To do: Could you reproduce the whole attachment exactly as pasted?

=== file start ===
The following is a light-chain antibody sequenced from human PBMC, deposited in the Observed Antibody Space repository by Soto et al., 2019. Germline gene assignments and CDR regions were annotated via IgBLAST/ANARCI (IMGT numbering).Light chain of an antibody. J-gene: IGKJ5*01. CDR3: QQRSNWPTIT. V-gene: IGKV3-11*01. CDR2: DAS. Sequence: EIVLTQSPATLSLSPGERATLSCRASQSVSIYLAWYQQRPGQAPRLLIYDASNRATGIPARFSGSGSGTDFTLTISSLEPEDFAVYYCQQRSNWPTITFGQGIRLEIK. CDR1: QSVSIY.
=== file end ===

The following is a light-chain antibody sequenced from human PBMC, deposited in the Observed Antibody Space repository by Soto et al., 2019. Germline gene assignments and CDR regions were annotated via IgBLAST/ANARCI (IMGT numbering).Light chain of an antibody. J-gene: IGKJ5*01. CDR3: QQRSNWPTIT. V-gene: IGKV3-11*01. CDR2: DAS. Sequence: EIVLTQSPATLSLSPGERATLSCRASQSVSIYLAWYQQRPGQAPRLLIYDASNRATGIPARFSGSGSGTDFTLTISSLEPEDFAVYYCQQRSNWPTITFGQGIRLEIK. CDR1: QSVSIY.